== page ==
# What persistent data structure for a set of partially ordered elements?

I need to store sets of elements of type a. Type a is partially ordered, so comparing $a_1$ and $a_2$ can return smaller, greater, equal or incomparable.

One problem with hashtables is that two equal elements can be represented differently, and I do not have access to a hashing function consistent with equality.

Comparing two elements can be a lengthy process so it would be interesting to minimize comparisons. If needed, it is possible to memoize calls to the comparison operator. I realize now that I will only need to store antichains (or let's assume so). More precisely, the operations I will need to perform are as follows:

• Remove an element from the antichain;
• Try to add an element. If the element is smaller than a member, do not add it, otherwise, add it and remove every element smaller than it.

I can also bound every element by two integers, so that if I know that $i_1 < a < i_2$ and $i_3 < b < i_4$, then knowing $i_2 < i_3$ instantly gives me $a < b$. Of course, $i_2 \not< i_3$ does not mean $a \not < b$... Finding integer bounds is a relatively cheap operation in comparison to a full blown element comparison.

• I think we need to know more to inteligently answer your question. Are you storing the elements and the partial order is easily computed? Or are you also storing the partial order in some sort of a lookup table? How do you intend to use the partial order? Are you hoping to use it the same way that linear order is used to store sets (for example in search trees)? – Andrej Bauer Oct 7 '11 at 4:49
• Now that I realized I will only have antichains, I'm not sure there is anything better than the naïve solution of storing the results in a list. If so, sorry for the trouble! – Abdallah Oct 7 '11 at 6:37
• If you think your question is now moot, maybe you should flag it for deletion/closing ? – Suresh Venkat Oct 7 '11 at 15:13
• Any two elements in the set will be incomparable, but this doesn't mean that the naive representation is the best you can do. For example, consider finite multisets ordered by inclusion (= integers ordered with divisibility): there is a lot of potential for optimisation, depending on your data representation (using cardinality, using the support set, …). These optimisations will strongly depend on the nature of the order relation. Then there's the separate issue of deciding whether it's worth keeping information about now-deleted elements: are you going to compare them often to new additions? – Gilles 'SO- stop being evil' Oct 7 '11 at 22:10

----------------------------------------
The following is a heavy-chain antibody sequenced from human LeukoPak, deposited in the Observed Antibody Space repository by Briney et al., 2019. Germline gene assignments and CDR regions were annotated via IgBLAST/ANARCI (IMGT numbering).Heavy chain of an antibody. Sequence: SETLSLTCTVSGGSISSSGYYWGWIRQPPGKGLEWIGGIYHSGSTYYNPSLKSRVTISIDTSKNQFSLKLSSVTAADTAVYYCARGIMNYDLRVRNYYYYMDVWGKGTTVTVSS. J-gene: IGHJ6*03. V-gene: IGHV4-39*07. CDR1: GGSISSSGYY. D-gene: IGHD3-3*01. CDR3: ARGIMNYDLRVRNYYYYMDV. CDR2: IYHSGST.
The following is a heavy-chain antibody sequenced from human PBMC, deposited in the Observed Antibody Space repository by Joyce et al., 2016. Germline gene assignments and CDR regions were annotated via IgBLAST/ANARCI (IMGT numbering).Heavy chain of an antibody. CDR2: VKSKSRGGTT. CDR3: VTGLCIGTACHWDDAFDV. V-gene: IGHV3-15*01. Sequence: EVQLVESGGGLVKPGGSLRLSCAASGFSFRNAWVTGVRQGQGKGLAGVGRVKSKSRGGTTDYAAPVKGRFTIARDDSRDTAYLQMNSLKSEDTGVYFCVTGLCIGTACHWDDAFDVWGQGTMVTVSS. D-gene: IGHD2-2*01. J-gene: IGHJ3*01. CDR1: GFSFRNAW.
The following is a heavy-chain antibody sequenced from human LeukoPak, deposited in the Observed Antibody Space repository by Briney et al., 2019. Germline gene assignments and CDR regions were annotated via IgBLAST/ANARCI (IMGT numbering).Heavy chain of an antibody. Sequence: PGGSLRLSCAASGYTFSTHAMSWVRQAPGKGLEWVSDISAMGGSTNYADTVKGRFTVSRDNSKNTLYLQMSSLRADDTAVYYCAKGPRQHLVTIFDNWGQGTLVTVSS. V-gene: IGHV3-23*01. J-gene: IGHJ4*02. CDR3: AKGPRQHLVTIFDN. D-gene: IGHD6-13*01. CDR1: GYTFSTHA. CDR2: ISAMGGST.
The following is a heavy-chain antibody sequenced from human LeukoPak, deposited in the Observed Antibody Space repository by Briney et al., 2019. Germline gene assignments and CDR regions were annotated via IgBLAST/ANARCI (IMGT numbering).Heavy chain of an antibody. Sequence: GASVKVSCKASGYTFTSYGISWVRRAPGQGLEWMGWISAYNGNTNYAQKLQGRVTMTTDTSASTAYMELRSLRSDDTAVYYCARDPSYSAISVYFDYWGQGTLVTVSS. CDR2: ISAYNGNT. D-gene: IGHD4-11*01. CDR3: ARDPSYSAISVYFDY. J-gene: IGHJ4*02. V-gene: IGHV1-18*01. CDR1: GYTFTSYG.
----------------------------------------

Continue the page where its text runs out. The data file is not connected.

• Ok, thank you. So I added some information (the integer bounding possibility) that could lead to optimizations. – Abdallah Oct 7 '11 at 22:44

• Sorting and Selection in Posets is great to get an idea what is needed for a data structure, but the algorithms are assuming $\mathcal{O}(1)$ tagging of elements in the poset (e.g. exactly the problem we want to solve in the first place!) to compute the relation between two elements in $\mathcal{O}(1)$ after building up the data structure in $\mathcal{O}(qn)$ queries. So, the paper assumes queries of the relation between two elements to be expensive and mapping elements of posets to be trivial, whereas map data structures typically assume the converse of the former to solve the latter. – Sebastian Graf Nov 15 '17 at 11:24
Have you looked at Heeringa et al's "Searching in Dynamic Tree-Like Partial Orders"? They give a dynamic data structure for the predecessor problem on posets. It is designed for a RAM, but you can represent arrays as balanced binary trees and incur only a $O(\lg n)$ multiplicative overhead while making the structure purely functional.
• Note this only cover 'tree-like' partial orders, e.g. meet-semilattices, where all elements less than or equal to some element e form a chain. – Sebastian Graf Aug 10 '17 at 20:15